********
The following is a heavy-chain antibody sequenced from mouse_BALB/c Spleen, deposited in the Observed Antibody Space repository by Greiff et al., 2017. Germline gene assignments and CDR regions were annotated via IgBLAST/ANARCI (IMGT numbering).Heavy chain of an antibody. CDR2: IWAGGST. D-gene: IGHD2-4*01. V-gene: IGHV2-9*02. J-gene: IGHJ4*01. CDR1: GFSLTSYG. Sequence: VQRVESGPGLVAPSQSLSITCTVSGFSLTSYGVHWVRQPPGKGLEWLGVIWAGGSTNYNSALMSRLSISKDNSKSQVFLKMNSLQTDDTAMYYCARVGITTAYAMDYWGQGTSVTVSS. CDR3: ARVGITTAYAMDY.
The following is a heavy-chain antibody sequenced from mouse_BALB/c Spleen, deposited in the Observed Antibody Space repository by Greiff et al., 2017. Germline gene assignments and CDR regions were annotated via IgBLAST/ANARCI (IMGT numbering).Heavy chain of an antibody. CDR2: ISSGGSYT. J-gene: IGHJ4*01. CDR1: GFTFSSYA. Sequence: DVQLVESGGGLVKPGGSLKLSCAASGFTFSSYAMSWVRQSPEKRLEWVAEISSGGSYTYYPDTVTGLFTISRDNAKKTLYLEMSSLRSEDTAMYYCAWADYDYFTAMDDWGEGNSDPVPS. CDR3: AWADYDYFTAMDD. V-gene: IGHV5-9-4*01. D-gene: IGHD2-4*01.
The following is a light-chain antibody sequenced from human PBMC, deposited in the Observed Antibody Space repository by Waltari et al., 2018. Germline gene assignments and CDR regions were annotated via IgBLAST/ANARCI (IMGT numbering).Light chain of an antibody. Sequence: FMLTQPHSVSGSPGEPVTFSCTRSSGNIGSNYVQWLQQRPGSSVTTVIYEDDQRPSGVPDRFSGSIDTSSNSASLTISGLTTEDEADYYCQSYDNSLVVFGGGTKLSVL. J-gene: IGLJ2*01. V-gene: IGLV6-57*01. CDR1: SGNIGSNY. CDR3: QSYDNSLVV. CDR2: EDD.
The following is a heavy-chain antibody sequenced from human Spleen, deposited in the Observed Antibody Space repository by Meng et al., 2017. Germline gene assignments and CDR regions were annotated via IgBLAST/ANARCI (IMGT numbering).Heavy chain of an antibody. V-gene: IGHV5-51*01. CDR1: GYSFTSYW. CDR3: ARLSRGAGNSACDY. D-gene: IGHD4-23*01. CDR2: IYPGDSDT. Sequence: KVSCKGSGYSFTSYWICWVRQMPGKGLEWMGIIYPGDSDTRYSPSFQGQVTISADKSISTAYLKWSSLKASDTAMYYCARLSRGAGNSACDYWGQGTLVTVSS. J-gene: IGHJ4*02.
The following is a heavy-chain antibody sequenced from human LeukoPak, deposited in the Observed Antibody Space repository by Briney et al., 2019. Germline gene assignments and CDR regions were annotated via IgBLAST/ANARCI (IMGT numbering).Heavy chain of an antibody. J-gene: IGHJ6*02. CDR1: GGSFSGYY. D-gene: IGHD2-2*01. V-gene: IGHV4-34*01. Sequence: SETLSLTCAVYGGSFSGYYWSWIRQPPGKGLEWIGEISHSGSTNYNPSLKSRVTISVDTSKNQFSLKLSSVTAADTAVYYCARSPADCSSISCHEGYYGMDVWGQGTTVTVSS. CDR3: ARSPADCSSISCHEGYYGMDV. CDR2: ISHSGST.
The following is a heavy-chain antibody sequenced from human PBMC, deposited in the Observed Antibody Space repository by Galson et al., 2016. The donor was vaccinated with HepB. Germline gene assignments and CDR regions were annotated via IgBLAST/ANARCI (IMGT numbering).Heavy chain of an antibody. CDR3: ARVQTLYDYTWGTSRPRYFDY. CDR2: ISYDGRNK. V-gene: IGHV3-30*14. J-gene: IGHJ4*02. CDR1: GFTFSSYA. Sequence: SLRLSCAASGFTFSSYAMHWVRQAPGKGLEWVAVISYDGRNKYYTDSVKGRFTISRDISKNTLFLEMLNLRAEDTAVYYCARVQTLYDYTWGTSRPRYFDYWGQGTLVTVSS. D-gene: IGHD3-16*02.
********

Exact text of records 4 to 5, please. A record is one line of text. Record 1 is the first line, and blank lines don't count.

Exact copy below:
The following is a heavy-chain antibody sequenced from human Spleen, deposited in the Observed Antibody Space repository by Meng et al., 2017. Germline gene assignments and CDR regions were annotated via IgBLAST/ANARCI (IMGT numbering).Heavy chain of an antibody. V-gene: IGHV5-51*01. CDR1: GYSFTSYW. CDR3: ARLSRGAGNSACDY. D-gene: IGHD4-23*01. CDR2: IYPGDSDT. Sequence: KVSCKGSGYSFTSYWICWVRQMPGKGLEWMGIIYPGDSDTRYSPSFQGQVTISADKSISTAYLKWSSLKASDTAMYYCARLSRGAGNSACDYWGQGTLVTVSS. J-gene: IGHJ4*02.
The following is a heavy-chain antibody sequenced from human LeukoPak, deposited in the Observed Antibody Space repository by Briney et al., 2019. Germline gene assignments and CDR regions were annotated via IgBLAST/ANARCI (IMGT numbering).Heavy chain of an antibody. J-gene: IGHJ6*02. CDR1: GGSFSGYY. D-gene: IGHD2-2*01. V-gene: IGHV4-34*01. Sequence: SETLSLTCAVYGGSFSGYYWSWIRQPPGKGLEWIGEISHSGSTNYNPSLKSRVTISVDTSKNQFSLKLSSVTAADTAVYYCARSPADCSSISCHEGYYGMDVWGQGTTVTVSS. CDR3: ARSPADCSSISCHEGYYGMDV. CDR2: ISHSGST.